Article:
You might say, so what? Why is this important to me as an emergency physician, especially if I am an employee of a hospital, or a salaried academician? The answer to these questions lies in the recognition that emergency medicine is not just a profession, it is also a livelihood, a thing that pays for the roof over your head, puts food on the table, and pays for your kid’s college tuition. Now I am pleased that for emergency physicians and for ACEP, our profession and the care of our patients comes before our reimbursement. That is part of our mission: to provide care for all regardless of their ability to pay. We cannot, however, recruit and retain qualified physicians into our EDs to fulfill that mission if we are not paid the fair value of our services, especially by commercial health plans. Here’s another truth that should be recognized: when something comes along that undermines the commercial value of an emergency physician’s services, like a balance billing prohibition in California, or a state regulation equating the value of an emergency physician’s service to a percentage of Medicare rates in Maryland; this doesn’t just affect what emergency physicians in those states get paid, it affects what all emergency physicians in every state get paid, whether they are fee-for-service contractors, or hospital employees, or salaried by a university. The provision in the Patient Protection Act that allows health plans to determine, unilaterally, the commercial value of a non-contracted emergency physician’s services will have DISASTROUS consequences for all emergency physicians in this country. These provisions in the Act completely undermine the concept that our usual, customary and reasonable charges, which are subject to many different market forces, should define the market value of our services.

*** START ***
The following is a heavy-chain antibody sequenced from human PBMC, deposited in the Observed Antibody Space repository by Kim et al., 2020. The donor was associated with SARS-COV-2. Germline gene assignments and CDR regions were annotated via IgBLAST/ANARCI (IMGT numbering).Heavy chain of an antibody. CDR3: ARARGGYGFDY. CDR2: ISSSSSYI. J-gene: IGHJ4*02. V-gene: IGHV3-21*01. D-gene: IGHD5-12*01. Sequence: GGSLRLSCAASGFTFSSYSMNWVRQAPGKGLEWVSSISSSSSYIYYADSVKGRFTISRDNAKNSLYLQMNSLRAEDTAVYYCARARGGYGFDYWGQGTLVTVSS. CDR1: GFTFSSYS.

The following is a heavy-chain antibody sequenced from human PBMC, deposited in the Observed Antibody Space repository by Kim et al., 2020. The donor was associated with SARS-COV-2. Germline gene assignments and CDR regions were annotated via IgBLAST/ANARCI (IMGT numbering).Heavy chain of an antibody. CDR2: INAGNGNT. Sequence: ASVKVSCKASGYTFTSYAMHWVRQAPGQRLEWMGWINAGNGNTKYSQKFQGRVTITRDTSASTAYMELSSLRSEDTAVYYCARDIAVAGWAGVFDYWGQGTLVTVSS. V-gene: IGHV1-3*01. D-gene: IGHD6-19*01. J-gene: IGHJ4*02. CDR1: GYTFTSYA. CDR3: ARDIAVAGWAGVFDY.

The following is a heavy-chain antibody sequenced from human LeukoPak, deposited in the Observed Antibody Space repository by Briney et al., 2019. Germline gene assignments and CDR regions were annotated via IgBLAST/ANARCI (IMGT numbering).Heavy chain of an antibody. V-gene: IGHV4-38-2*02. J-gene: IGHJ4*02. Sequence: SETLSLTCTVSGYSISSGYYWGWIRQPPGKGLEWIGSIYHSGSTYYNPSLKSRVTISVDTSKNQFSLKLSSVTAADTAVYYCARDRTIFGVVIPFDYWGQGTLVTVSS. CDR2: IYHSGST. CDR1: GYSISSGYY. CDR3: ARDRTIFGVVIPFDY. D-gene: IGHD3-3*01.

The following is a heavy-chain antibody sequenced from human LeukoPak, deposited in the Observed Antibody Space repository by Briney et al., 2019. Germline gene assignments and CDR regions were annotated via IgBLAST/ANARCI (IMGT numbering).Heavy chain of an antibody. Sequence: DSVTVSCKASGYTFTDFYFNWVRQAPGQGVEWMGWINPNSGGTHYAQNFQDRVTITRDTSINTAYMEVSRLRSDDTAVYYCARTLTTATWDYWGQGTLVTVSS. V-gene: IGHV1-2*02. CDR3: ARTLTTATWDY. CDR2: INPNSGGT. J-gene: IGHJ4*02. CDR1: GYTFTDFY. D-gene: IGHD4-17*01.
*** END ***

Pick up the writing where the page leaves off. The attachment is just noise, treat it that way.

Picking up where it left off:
I don’t know why this part of the health reform act was not specifically addressed in ACEP’s document outlining strategies for the High Priority Provisions of the Patient Protection and Affordable Care Act of 2010; but I think of this strategic plan as a living document, subject to ongoing modification, improvement, and expansion, as all good strategic plans must be. There are a lot of smart docs on ACEP’s Board who understand the importance of this issue. I am optimistic that the question of ‘how much’ our services will be valued, and the standards in the Act that will be used to determine this value, will soon become part of ACEP’s strategic considerations for health reform and the interim final rules that will soon become regulation. Our ability to fulfill our mission depends on it.